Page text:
Prepare for your fall garden now

Prepare for your fall garden now

I know, I know we're in the thick of summer gardening and starting to harvest the fruits of our labor BUT one thing you can do to extend your gardening season is to plant some crops that can withstand the cold weather. It's time to start planning your fall garden!

Some benefits of a fall garden include:

  • Warm soil temperature and cooler air temperature: making it enjoyable to be out in the garden and the soil temperature is still warm enough to germinate seeds.
  • Less weed competition: the weeds thrive on hot, wet weather, so when things start to cool off, the weeds don’t come in as crazy and unmanageable.
  • Less disease: same with bacterial and fungi diseases, they thrive in hot, wet environments, so in the fall, those catastrophic diseases are not as common.
  • Less pest pressure: if you don’t like gardening because of pests, this is your sign to start a fall garden! Those pesky critters are not as plentiful in the fall months and much more easily managed.
  • Extend your garden season: more nutrient dense, homegrown food for longer in the year, does it get any better than that?!

If I've convinced you to plant a fall garden, here are some plants that do better in colder temperatures:

  • Beets: plant them 10-12 weeks before first frost or buy starts (or start seeds indoors) to help with timing.
  • Broccoli: direct sow in August and succession plant if you don’t want a lot of broccoli heads at the same time. You can also start from seed indoors.
  • Brussels sprouts: direct sow when soil temperatures are around 75-80 degrees. Not fast growers, so it might be best to start from seed indoors.
  • Cabbage: direct sow 6-8 weeks before your first frost in late summer or early fall.
  • Carrots: a bit tricky and slow growing, but classic for cool season growing. Direct sow in late July for a fall harvest and be sure to succession plant. You can maybe get some winter harvests if mulched properly and it's a mild winter.
  • Cauliflower: start seeds indoors or direct sow in late July.
  • Kale: direct sow seeds 6 weeks before first frost.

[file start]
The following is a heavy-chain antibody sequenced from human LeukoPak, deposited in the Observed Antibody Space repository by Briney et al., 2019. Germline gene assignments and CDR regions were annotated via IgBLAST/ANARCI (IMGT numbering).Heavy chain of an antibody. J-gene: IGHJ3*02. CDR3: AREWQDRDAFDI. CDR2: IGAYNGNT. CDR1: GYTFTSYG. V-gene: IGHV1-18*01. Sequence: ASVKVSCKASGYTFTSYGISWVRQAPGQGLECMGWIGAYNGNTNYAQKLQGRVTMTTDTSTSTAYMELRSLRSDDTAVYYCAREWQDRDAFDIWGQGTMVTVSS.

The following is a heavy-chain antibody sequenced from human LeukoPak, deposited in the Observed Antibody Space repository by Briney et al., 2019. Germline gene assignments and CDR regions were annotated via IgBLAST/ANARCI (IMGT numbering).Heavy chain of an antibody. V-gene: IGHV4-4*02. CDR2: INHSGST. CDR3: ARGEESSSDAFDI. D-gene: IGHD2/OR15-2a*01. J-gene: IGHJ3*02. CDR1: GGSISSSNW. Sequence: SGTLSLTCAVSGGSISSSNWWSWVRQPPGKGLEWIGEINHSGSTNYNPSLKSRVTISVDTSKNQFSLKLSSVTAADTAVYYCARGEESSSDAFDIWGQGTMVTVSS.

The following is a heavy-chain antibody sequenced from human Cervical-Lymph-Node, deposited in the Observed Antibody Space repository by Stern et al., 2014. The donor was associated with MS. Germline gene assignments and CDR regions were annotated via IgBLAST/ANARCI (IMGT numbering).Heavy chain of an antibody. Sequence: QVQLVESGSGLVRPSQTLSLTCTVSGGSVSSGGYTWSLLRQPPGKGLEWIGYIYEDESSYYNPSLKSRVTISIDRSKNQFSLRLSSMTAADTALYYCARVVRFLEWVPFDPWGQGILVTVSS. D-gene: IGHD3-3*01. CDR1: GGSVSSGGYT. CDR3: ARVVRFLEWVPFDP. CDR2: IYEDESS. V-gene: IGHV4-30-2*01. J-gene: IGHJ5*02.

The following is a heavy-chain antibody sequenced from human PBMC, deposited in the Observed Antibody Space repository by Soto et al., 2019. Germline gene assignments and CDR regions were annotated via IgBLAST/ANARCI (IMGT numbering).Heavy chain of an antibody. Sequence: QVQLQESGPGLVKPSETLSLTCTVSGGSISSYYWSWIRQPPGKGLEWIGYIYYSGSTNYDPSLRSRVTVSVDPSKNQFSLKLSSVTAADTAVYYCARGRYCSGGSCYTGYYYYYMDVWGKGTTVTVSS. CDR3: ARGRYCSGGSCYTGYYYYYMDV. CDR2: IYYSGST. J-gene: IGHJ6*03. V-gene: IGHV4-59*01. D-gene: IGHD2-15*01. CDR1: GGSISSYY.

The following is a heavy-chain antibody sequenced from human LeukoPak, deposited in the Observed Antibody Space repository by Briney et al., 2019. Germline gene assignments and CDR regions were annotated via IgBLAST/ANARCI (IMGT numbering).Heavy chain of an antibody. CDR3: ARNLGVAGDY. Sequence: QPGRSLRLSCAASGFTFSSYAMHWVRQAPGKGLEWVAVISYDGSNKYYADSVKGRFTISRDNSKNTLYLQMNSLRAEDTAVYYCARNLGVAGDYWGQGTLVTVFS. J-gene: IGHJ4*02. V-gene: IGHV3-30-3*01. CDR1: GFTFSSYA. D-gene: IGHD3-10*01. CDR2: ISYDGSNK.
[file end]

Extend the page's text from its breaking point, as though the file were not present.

• Kohlrabi: fast-growing, can plant as late as one month before first frost.
  • Lettuce: direct sow 8 weeks before first frost. Be sure to succession plant, so you have fresh lettuce all fall.
  • Spinach: direct sow in 6-8 weeks before first frost. Similar to lettuce, be sure to succession plant.
  • Radishes: fast growing, can harvest less than 30 days from seed. Direct sow mid- to late August and succession plant.

A lot of the success of these crops will have to do with your hardiness zone. If you don't know your zone, check out this USDA Plant Hardiness Zone map to better know what plants will do well in your area. Once you know your hardiness zone, it's easy to find out your average first and last frost dates. You can also go to the Farmer's Almanac website and type in your zip code to find that out too.

Obviously I’m going to plug wool pellets here, they truly make a big difference in your garden. Wool pellets hold moisture so your soil doesn't dry out as fast, they release vital nutrients for plant health and growth, repel slugs and snails, and biodegrade in about 6 months. Learn more about the benefits of wool pellets here.

If you decide to start seeds indoors, steal my seed starting recipe. Also, I also recommend amending your bed with some more compost and wool pellets before planting any seeds in your garden or containers. A little refresh is all your garden needs. To learn how many wool pellets you'll need, check out our blog post all about how to use wool pellets.

You can purchase wool pellets on our website, We ship anywhere in the USA. If you have any questions regarding wool pellets or how to use them, please don't hesitate to reach out.

So now I need to know, are you planning on having a fall garden this year?

My best,
Megan ❤

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